Poland. In January, Parliament voted down three
legislative proposals that would have given some legal
rights to gay couples. through registered partnership.
Minister Donald Tusk advocated for the changes, but 46
members from his own party, including the Minister of
Justice, voted with the opposition.
In 2013, Poland was still the only EU country to have
passed through the financial crisis and the euro crisis
without a reduction in GDP. During the period 2008-12, GDP
had grown about 18%, but growth slowed during 2013 and the
first quarter the economy was near recession. For the whole
year, growth was estimated to be 1.3%, the lowest figure in
The press from the economy and from falling opinion
figures forced the government to abandon its strict fiscal
policy. It decided that 51.5% of Poland's state-guaranteed
private pension funds would be transferred to the state in
early 2014, which would provide the opportunity to reduce
central government debt and increase public spending. The
decision was highly controversial and met with harsh
criticism from the opposition, who said it was political
opportunism ahead of the 2015 election.
The reform was controversial even within Tusk's party,
where critics said it could damage business confidence and
discourage some of the party's market-liberal voters.
Tusk had big problems even in the government. In April,
the minister responsible for state-owned companies was
dismissed after being laid on the bed by an agreement
between the Polish gas monopoly and Russian Gazprom on the
construction of gas pipeline via Poland to the west. That
same month, Justice Minister Jarosław Gowin was forced to
leave the government because of a statement that German
researchers at a fertility clinic bought Polish embryos for
experiments. Tusk had previously had conflicts with Gowin,
who was regarded as an informal leader of the conservative
phalanx in Tusk's party.
At the end of the year, the Minister of Transport was
forced to resign after he failed to report the holding of a
wristwatch at a value equivalent to close to SEK 50,000. The
minister was one of Tusk's confidants and had been mentioned
as a possible successor to the prime minister.
Contradictions between Tusk and Finance Minister Jacek
Rostowski were frequently reported during the year, and in a
government change in November, Rostowski was replaced by
Mateusz Szczurek, a 38-year-old business economist from the
Poland's largest power company, state-owned PGE,
shuttered plans in April to build two large coal power
plants in southern Poland when they were not considered
profitable due to falling electricity prices. After a
conflict with the government, the PGE commander resigned at
the end of the year, while Prime Minister Tusk declared that
the coal-fired power plants would be built. Poland has a
number of environmental requirements from the EU to meet,
but Tusk emphasized that Poland should reduce its carbon
dioxide emissions through new technology rather than by
reducing the use of coal.
When Poland was to lead the international climate
conference COP 19 in Warsaw in November, the country was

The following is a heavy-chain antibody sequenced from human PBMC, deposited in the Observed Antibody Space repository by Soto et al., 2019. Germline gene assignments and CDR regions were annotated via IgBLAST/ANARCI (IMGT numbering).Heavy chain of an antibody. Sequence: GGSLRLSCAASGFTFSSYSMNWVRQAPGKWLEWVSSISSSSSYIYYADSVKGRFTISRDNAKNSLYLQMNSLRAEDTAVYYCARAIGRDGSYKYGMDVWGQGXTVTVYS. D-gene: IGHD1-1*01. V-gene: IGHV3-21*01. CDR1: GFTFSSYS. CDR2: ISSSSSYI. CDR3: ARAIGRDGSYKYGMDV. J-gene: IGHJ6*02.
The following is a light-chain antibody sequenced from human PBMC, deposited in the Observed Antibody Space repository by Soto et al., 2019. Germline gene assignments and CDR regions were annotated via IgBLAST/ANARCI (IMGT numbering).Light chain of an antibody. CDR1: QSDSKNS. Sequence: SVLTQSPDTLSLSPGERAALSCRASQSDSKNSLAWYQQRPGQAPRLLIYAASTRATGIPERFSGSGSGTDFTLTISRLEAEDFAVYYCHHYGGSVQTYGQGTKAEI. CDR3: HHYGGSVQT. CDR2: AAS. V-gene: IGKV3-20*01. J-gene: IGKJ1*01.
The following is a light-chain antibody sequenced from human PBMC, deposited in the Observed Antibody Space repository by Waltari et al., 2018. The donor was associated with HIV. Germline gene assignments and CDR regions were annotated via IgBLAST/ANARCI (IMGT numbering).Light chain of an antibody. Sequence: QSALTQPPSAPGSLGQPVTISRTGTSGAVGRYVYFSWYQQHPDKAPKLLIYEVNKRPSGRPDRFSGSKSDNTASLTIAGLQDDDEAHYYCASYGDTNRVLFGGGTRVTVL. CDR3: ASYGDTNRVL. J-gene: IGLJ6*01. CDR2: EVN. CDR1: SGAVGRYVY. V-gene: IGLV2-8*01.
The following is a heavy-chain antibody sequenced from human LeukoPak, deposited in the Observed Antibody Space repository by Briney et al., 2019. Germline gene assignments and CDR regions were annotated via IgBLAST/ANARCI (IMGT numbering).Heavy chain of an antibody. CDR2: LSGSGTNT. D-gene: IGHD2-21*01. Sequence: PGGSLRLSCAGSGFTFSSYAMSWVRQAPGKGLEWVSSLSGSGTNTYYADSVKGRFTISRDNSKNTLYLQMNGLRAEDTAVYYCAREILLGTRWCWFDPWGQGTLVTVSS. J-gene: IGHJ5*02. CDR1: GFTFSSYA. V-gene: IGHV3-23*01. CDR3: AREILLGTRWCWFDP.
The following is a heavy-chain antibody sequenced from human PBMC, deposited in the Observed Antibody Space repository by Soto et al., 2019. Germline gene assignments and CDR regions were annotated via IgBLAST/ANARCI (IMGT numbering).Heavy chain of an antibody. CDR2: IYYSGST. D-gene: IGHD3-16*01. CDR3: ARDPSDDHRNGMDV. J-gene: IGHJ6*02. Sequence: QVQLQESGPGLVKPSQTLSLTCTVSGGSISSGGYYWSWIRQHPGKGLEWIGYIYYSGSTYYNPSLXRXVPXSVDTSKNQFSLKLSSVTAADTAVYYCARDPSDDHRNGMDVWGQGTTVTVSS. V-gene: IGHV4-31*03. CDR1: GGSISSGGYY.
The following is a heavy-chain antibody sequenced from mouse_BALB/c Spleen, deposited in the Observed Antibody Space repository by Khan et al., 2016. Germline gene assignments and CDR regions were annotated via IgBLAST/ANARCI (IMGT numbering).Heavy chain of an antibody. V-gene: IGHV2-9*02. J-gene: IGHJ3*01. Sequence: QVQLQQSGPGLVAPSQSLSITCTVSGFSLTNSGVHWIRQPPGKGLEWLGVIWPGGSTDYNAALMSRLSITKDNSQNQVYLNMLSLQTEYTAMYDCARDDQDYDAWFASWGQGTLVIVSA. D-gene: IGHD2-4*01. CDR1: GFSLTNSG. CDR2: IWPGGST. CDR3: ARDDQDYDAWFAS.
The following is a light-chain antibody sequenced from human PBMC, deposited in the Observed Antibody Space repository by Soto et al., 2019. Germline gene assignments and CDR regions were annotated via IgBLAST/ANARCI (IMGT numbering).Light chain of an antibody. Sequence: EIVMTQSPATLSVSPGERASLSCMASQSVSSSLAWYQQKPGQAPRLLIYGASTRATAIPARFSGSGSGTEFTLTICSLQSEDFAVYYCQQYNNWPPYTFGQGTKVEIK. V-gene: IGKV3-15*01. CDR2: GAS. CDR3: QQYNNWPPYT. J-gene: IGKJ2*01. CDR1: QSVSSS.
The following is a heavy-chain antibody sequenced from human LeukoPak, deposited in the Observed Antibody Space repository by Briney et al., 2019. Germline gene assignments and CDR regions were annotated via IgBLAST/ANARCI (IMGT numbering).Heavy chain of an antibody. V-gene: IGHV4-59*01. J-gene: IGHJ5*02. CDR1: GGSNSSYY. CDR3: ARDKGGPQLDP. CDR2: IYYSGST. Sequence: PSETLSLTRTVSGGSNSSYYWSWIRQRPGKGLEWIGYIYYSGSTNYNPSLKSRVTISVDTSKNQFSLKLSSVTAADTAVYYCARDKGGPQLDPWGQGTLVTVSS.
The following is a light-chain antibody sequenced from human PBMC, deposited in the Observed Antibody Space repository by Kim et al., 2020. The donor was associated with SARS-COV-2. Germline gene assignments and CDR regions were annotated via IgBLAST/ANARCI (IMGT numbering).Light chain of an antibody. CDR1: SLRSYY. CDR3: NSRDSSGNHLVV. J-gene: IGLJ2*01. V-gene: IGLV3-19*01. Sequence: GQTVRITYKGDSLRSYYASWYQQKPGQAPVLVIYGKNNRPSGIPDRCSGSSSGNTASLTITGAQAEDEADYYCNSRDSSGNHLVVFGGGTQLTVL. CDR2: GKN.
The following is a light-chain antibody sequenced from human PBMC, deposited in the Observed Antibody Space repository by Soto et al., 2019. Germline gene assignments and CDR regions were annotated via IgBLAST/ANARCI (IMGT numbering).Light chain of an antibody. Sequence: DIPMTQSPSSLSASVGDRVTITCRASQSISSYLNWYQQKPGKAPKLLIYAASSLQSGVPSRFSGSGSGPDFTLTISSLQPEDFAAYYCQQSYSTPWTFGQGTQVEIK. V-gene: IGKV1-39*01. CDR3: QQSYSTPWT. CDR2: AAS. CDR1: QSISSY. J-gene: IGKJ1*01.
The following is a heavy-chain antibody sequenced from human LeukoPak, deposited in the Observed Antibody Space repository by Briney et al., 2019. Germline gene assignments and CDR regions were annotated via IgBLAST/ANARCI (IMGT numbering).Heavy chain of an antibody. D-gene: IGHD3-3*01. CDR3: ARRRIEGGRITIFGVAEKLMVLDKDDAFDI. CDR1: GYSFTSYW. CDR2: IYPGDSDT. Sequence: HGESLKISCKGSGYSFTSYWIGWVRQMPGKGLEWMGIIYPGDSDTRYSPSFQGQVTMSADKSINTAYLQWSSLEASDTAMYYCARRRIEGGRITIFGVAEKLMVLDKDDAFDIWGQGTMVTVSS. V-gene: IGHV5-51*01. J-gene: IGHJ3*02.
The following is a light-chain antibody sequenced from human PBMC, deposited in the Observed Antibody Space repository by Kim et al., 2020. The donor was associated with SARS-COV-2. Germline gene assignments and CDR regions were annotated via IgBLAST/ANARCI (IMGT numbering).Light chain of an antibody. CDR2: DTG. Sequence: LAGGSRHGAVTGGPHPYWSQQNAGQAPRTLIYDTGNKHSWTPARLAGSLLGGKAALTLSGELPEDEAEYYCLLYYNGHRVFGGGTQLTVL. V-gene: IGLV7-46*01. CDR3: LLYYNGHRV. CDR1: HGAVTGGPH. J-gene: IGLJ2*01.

criticized for hosting a conference with the international
coal industry that week. Poland's involvement was called
into question when the chairman of the Climate Conference,
the Polish Minister of the Environment, was dismissed from
his government during an ongoing climate meeting. However,
he continued to lead the conference work. According to Tusk,
the exchange at the Ministry of the Environment was intended
to accelerate Poland's development of shale gas.
In August, Tusk received record low confidence figures,
only 25% were positive while 62% were dissatisfied with his
work. The government's thin majority in parliament also
diminished when some MPs left the Tusk Party Citizens'
In September, the government was met by extensive
union-led protests, including against the earlier rise in
retirement age and towards reduced job security. For four
days demonstrations were held in Warsaw, and on the last day
about 100,000 people were estimated to take part in the
On Polish National Day in November, right-wing extremists
staged anti-Russian demonstrations that degenerated into
fires, confrontation with riot police and attempts to storm
the Russian embassy in Warsaw. The Russian Federation
demanded an official apology, and it was made by the Polish
During the year, many incidents involving right-wing
flash mobs occurred that disrupted meetings and lectures in
which liberal Western European values were presented. It was
also reported that an increased number of racist or
xenophobic incidents were linked to the far right. Assessors
saw the slowdown in the economy as a cause. Youth
unemployment was noted at 29% during the year, while total
unemployment was around 13%.
To counter the attacks of the right and the success of
the Conservative opposition in public opinion, Prime
Minister Tusk promised at the end of the year to put the
family in focus for government policy going forward. He said
raising the standard of living for ordinary Poles would be
the government's top priority by giving families an
increased share of the more than € 70 billion Poland plans
to use from EU structural funds by 2020.
In October, Tadeusz Mazowiecki, a respected politician
who was Poland's first prime minister after the fall of
communism, passed away. He turned 86 years old.
In a government reform in November, Environment Minister
Marcin Korolec is forced to leave his post, while chairing
the UN International Climate Summit in Warsaw. New Minister
Maciej Grabowski wants to accelerate the environmentally
debated extraction of shale gas in Poland.